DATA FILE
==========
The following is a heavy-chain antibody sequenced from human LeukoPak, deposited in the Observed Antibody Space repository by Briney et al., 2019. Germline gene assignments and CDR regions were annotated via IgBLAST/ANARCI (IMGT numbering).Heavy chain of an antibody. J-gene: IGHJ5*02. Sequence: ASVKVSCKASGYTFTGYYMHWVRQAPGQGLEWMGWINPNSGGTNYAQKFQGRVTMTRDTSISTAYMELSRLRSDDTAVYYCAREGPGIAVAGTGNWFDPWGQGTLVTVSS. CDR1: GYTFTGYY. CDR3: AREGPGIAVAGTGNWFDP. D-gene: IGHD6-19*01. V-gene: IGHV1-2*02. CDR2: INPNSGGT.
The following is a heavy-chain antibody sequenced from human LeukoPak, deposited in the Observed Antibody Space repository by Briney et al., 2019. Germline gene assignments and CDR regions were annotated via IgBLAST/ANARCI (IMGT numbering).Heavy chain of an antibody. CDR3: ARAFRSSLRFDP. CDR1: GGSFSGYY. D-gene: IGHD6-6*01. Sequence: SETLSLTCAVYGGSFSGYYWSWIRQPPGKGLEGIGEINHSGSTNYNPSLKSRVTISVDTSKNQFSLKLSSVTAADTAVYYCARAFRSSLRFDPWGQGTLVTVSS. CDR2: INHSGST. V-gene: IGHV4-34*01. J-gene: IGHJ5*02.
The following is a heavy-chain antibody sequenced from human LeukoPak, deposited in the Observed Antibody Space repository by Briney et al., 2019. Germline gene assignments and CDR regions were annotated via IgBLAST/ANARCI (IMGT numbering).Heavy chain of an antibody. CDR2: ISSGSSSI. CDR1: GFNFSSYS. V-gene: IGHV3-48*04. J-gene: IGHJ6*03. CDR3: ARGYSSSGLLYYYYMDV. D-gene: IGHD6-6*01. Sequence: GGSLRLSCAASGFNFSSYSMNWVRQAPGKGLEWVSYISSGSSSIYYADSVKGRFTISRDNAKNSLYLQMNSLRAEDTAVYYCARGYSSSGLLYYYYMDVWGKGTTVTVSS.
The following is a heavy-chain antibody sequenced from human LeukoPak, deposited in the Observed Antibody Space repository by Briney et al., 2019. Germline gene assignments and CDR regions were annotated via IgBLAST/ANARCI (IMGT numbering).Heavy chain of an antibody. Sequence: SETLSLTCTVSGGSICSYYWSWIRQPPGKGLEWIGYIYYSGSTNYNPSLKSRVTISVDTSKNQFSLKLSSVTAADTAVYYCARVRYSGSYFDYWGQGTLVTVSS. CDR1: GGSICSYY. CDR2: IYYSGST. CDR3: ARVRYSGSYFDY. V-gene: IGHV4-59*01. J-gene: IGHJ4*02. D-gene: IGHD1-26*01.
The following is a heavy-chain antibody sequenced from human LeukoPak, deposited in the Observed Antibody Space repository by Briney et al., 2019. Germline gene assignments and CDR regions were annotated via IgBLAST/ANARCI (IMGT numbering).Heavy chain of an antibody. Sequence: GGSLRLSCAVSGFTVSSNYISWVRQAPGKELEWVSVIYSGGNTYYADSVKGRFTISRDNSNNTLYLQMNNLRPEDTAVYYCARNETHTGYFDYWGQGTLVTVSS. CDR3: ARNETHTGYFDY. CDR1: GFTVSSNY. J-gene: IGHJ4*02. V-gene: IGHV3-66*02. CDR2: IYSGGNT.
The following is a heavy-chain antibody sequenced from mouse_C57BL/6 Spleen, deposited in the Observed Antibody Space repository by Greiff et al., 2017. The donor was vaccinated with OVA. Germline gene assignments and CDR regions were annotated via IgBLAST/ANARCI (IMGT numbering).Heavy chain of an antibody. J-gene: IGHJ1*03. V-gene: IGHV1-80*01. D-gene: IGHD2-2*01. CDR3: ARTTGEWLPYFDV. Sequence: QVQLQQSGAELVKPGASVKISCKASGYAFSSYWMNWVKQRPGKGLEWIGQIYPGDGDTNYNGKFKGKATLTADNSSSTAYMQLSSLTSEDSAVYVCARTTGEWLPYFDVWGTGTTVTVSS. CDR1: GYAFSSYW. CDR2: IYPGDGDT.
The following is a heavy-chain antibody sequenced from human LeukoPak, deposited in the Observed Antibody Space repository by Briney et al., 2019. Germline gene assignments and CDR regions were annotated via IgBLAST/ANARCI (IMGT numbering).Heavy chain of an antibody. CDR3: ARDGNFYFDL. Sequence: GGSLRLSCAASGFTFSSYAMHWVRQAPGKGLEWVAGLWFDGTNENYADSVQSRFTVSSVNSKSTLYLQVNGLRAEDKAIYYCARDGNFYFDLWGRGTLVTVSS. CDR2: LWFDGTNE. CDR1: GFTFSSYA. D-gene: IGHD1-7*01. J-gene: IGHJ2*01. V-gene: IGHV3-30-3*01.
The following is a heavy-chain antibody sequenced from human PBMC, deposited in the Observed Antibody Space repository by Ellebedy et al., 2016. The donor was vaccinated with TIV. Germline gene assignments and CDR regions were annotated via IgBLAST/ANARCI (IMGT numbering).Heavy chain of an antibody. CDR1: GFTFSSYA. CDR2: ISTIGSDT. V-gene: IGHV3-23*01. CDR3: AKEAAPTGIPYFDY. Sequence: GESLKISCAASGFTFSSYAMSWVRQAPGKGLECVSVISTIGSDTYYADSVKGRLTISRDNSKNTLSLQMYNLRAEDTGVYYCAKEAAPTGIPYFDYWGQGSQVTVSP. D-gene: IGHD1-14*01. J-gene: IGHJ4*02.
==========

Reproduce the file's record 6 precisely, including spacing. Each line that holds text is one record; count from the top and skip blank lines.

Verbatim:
The following is a heavy-chain antibody sequenced from mouse_C57BL/6 Spleen, deposited in the Observed Antibody Space repository by Greiff et al., 2017. The donor was vaccinated with OVA. Germline gene assignments and CDR regions were annotated via IgBLAST/ANARCI (IMGT numbering).Heavy chain of an antibody. J-gene: IGHJ1*03. V-gene: IGHV1-80*01. D-gene: IGHD2-2*01. CDR3: ARTTGEWLPYFDV. Sequence: QVQLQQSGAELVKPGASVKISCKASGYAFSSYWMNWVKQRPGKGLEWIGQIYPGDGDTNYNGKFKGKATLTADNSSSTAYMQLSSLTSEDSAVYVCARTTGEWLPYFDVWGTGTTVTVSS. CDR1: GYAFSSYW. CDR2: IYPGDGDT.